Depression: The Musical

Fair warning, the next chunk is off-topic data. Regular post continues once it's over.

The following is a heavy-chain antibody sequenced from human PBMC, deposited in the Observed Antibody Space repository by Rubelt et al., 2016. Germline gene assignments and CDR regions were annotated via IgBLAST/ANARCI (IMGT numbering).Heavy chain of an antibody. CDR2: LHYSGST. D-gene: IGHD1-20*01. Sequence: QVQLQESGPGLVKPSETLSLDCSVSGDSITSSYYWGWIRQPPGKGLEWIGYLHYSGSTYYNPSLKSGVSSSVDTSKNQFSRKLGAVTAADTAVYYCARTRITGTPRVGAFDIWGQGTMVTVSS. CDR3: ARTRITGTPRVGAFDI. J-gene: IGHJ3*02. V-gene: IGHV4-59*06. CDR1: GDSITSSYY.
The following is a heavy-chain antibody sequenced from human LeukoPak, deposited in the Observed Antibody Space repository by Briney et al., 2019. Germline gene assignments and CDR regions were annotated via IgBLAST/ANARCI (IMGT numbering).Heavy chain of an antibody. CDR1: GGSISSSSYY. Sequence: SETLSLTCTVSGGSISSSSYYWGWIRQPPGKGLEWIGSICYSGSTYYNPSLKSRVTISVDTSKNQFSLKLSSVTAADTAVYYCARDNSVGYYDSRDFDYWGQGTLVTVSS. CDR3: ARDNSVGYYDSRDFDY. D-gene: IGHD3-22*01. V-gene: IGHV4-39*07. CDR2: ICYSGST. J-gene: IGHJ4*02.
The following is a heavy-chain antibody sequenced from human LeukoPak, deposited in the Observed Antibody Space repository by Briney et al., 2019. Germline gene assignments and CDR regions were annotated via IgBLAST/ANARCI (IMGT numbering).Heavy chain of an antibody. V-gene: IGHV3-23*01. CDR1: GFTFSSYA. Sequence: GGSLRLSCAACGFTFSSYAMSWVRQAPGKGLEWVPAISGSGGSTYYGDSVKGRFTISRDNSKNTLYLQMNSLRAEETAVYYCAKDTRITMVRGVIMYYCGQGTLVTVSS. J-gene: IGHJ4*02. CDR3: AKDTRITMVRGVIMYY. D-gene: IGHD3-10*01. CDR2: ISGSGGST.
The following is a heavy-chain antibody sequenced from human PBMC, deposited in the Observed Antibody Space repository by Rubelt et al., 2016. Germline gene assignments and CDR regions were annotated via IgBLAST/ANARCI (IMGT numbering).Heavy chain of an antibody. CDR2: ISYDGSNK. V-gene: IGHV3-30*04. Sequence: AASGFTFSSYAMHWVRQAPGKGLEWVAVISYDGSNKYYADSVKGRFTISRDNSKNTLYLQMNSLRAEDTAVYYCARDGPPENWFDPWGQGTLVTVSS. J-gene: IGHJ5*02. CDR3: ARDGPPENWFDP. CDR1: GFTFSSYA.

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No one can accuse Marianne Pillsbury of not being self-aware. At the beginning of Depression: The Musical, which she wrote and stars in, she admits, “Writing about depression is, well, depressing.” Watching this musical about it, however, is not; Pillsbury brightens her psychological chronicle with a healthy dose of peppy, retro-flavored pop-rock tunes. Pillsbury carries the show, and most of its high notes, without losing her breath. Such personal material—including mother issues and bad breakups—can be self-indulgent, and at times it feels like Pillsbury is using the audience as her therapist. But she mostly sidesteps that risk by adding a girl-group–style Greek chorus, played with verve by Vanessa Theus, Hayley Bridgewater and Hillary Maloney. They skip and dance their way through Pillsbury’s troubled psyche, helpfully pointing out that “this will not end well but it’ll make a great song.” That’s not oversell: The tunes are clever and introspective without falling into self-pity. (A high-energy number called “Medicated” is a standout; one doesn’t often hear lyrics about nausea, dry mouth and diarrhea.) Depression: The Musical may not be a substitute for actual treatment—for one thing, it rushes through Pillsbury’s emergence from her crisis—but its medicine goes down easy.—Diep Tran
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